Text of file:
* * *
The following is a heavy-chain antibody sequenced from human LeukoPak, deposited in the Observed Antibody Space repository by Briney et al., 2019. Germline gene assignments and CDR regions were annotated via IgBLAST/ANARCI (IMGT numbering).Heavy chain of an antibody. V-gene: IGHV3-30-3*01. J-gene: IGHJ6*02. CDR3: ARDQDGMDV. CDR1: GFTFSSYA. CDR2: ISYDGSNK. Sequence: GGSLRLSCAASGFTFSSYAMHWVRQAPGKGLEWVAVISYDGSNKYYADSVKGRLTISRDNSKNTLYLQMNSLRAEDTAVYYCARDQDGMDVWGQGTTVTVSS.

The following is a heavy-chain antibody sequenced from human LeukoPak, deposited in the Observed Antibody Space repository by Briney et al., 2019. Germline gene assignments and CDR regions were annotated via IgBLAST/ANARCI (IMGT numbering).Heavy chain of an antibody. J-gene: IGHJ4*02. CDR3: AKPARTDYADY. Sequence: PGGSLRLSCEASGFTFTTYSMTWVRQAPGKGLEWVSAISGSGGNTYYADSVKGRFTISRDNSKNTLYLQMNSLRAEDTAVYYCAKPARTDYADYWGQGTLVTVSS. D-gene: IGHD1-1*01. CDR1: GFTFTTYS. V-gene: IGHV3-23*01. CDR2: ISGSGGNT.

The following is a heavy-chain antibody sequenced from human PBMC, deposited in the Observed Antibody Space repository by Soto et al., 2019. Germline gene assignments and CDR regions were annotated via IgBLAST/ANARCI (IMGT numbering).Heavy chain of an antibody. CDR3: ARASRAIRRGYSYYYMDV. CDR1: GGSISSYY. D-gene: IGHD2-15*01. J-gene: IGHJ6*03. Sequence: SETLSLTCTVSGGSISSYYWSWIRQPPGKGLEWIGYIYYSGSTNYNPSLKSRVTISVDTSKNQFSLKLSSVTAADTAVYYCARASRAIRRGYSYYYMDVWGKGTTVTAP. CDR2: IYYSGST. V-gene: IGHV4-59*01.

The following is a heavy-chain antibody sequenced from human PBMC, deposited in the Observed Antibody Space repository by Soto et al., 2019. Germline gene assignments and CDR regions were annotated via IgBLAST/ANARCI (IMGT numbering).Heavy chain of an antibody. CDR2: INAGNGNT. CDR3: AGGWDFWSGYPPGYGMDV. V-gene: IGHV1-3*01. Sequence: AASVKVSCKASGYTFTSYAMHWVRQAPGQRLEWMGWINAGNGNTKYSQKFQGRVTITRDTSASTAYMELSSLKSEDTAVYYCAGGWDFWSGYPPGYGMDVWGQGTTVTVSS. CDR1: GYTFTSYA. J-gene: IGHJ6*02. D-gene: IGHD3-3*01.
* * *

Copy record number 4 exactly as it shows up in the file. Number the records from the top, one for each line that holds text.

The following is a heavy-chain antibody sequenced from human PBMC, deposited in the Observed Antibody Space repository by Soto et al., 2019. Germline gene assignments and CDR regions were annotated via IgBLAST/ANARCI (IMGT numbering).Heavy chain of an antibody. CDR2: INAGNGNT. CDR3: AGGWDFWSGYPPGYGMDV. V-gene: IGHV1-3*01. Sequence: AASVKVSCKASGYTFTSYAMHWVRQAPGQRLEWMGWINAGNGNTKYSQKFQGRVTITRDTSASTAYMELSSLKSEDTAVYYCAGGWDFWSGYPPGYGMDVWGQGTTVTVSS. CDR1: GYTFTSYA. J-gene: IGHJ6*02. D-gene: IGHD3-3*01.